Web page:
Depends on one's perspective on "recovery". To some, the OPs return to aviation is a case of relapse, not recovery. Stating this return to the cockpit as the right financial decision for the OP and/or for the long term stability of his/her vocational choices, assumes facts not in evidence. What is clear from these anecdotes is that, if you're unhappy in an office setting, you're unhappy in an office setting. If that means that your life choices are therefore limited to non-sedentary occupations that suffer from high income-volatility, then that's just merely the unfortunate opportunity cost you'll have to face in life upon your aversion to office work. Nothing particularly good, bad or indifferent about it, just life choices.

No free lunch in life. It'd be great if these choices weren't so mutually exclusive, and perhaps to a statistical few, they are indeed not. For the majority though, it does seem like a perennial exercise in trading off time for money, in a quantity not too great to afford no time to do what you really want, or too little money that it affords you not what you really want.

To the OP, sounds like the answer has already been sort of addressed by him/her already. The inference to "life would have been different had I lived in domicile" was made in passing, but it bears incredible relevance. Want to continue to struggle between two jobs, neither of which provide domestic comfort nor vocational contentment at the same time? Move to domicile and presto, problem solved. Time and money balance. Works for some, not for others. For the OP, it sounds like that might be the missing piece.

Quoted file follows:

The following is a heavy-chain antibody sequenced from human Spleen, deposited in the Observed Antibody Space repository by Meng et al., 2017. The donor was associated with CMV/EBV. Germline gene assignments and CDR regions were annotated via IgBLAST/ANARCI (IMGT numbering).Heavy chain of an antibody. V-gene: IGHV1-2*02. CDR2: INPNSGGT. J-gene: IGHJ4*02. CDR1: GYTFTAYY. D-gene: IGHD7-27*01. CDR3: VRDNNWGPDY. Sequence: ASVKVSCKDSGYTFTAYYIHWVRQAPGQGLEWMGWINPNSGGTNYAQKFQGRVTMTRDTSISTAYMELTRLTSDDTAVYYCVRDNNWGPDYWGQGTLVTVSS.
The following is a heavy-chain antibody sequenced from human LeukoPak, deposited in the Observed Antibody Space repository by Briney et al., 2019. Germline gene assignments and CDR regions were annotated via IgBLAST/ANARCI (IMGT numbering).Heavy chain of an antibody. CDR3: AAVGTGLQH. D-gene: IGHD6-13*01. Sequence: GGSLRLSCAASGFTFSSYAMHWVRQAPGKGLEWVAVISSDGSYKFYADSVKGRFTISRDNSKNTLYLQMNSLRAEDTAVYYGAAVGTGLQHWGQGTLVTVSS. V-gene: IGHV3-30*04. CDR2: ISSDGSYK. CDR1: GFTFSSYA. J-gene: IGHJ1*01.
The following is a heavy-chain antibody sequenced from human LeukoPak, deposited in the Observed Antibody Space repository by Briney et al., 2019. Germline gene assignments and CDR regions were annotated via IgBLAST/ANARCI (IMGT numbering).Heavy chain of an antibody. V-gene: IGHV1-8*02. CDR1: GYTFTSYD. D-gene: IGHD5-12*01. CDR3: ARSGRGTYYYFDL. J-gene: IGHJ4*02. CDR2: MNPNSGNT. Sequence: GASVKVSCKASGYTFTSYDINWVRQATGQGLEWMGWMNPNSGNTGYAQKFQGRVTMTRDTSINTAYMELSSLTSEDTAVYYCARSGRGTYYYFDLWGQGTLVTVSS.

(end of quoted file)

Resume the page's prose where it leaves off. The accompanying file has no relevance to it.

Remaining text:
Good luck. Life's too short to be unhappy, and Lord knows there's no time to be in your late 30s restarting financial retirement plans like a regional slave.
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Old 03-27-2016, 05:18 PM
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^^^^This 100%^^^^

One thing to consider is, what makes you "happy" now might not be the same in the future. The arrival of my one and only son was a true miracle. Family became significantly more important to me than my flying job at a Legacy. I voluntarily traded careers to be home more. I have not looked back since